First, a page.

Things are not going well for Belarusian President Alexander Lukashenko. In late February he flew down to the Russian Black Sea resort town of Sochi to participate in the annual investment forum, but was snubbed by Russian President Vladimir Putin, who refused to meet with him.
Russia is supposed to be Belarus’ close ally, with a shared Soviet past and – until recently at least – a unified front against Western influences. But the two countries are currently locked in a very nasty row. Nominally a disagreement about the cost of Russian gas imports, the rift runs much deeper as Lukashenko now flirts with the West and plays his perennial game of trying to squeeze more subsidies out of Russia by attempting to play Brussels off against Moscow, while his country's economy continues to deteriorate.
The problem with Lukashenko's gambit is that Russia’s economy is stagnating and has no money to spare. But more importantly, Putin is galled at Belarus breaking ranks just as he is embroiled in the worst stand-off with the West since the end of the Cold War. Has Lukashenko miscalculated? Without more Russian support his small landlocked republic is facing yet another financial crisis.
Belarus is mired in its own recession and will probably be the only Commonwealth of Independent States (CIS) country this year to show no growth – despite some relatively upbeat forecasts earlier this year.
The gas imports are key as cheap energy is the only thing that keeps Belarus competitive. When Ukraine was paying over $400 per thousand cubic metres for gas a couple of years ago, Minsk was paying less than half that. Gazprom in February reported that its average export price to Europe is $167 per thousand cubic metres and was expecting the price to rise to about $180 this year. In December, Minsk unilaterally cut the price it pays for Russian natural gas to around $80 from the $132 set in the current contract with Gazprom. Since then Moscow says Minsk has run up a $600mn bill, according to Russia’s first deputy Prime Minister Arkady Dvorkovich.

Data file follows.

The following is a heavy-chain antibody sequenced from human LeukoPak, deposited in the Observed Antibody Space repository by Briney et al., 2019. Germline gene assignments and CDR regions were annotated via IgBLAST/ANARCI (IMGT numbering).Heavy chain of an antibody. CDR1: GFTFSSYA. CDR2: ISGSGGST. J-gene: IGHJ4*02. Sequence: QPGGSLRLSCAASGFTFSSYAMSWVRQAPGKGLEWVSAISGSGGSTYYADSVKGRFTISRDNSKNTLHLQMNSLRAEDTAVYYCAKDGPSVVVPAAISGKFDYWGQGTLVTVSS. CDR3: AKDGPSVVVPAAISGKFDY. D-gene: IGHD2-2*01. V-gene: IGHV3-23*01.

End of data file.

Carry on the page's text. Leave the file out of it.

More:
In October, Minsk and Moscow agreed that the Belarusian government will repay at least $270mn of the debt for previously supplied gas, while state-controlled Gazprom will cut the gas price for Belarus in 2016-2017 with support from the Russian government. However, there is no confirmation that this agreement was fulfilled and the debt is still rising.
In a series of mutual gut punches, Belarus unilaterally put up transit tariffs for oil transiting its territory, while Moscow reduced oil deliveries to its neighbour by 40%, which has done real economic damage.
The Belarusian economy declined in January by 0.5% year-on-year instead of a forecasted growth of 1% due to the cut in crude oil supplies from Russia, Prime Minister Andrei Kobyakov told the cabinet on February 21. "A year ago we refined 0.8mn tonnes of oil more [than in January 2017]. This resulted in a 3.3-percentage-point decline in industry and 4.5-percentage-point decline in wholesale trade," Interfax news agency quoted Kobyakov as saying. "As a result, 1.5% of GDP was lost. That is, if oil supplies were the same as last year, GDP would have grown 1% in January."
On top of the hydrocarbon problems Russia has recently slapped bans on Belarusian agricultural imports, accusing Minsk of sanction busting; Russia has banned agricultural imports from the EU in a tit-for-tat retaliation to Western sanctions imposed after its annexation of the Crimea in 2014. Belarus is a major source of food products, but many were clearly just rerouted (and relabelled) European products, taking advantage of the free trade zone between Russia and Belarus as part of Putin’s Eurasian Economic Union (EEU).
In short, all of Belarus’ best money-makers have been hit hard by the deterioration in relations. To put these sums into context, the economy of Belarus was worth $82bn in 2015 and currently has gross international reserves of $4.9bn as of January 1. The difficulty this year is the external debt now maturing amounts to $3.4bn, or just under 70% of the country’s entire stock of hard currency. Belarus has suffered several big currency devaluations starting in 2010 and if Minsk can’t refinance this debt it will have another one this year.
So far Minsk has been able to turn in its search for extra cash to the Russia-led Eurasian Fund for Stabilisation and Development (EFSD), a sort of International Monetary Fund (IMF) for the EEU members. Last year, the EFSD paid out the first $800mn of a $2bn loan facility, but the pay-outs are painfully slow; the last tranche of $300mn was withheld. Moscow has been using the tranches to put more pressure on Minsk, as Belarus searches for the means to pay and service its external government debt of $13.5bn.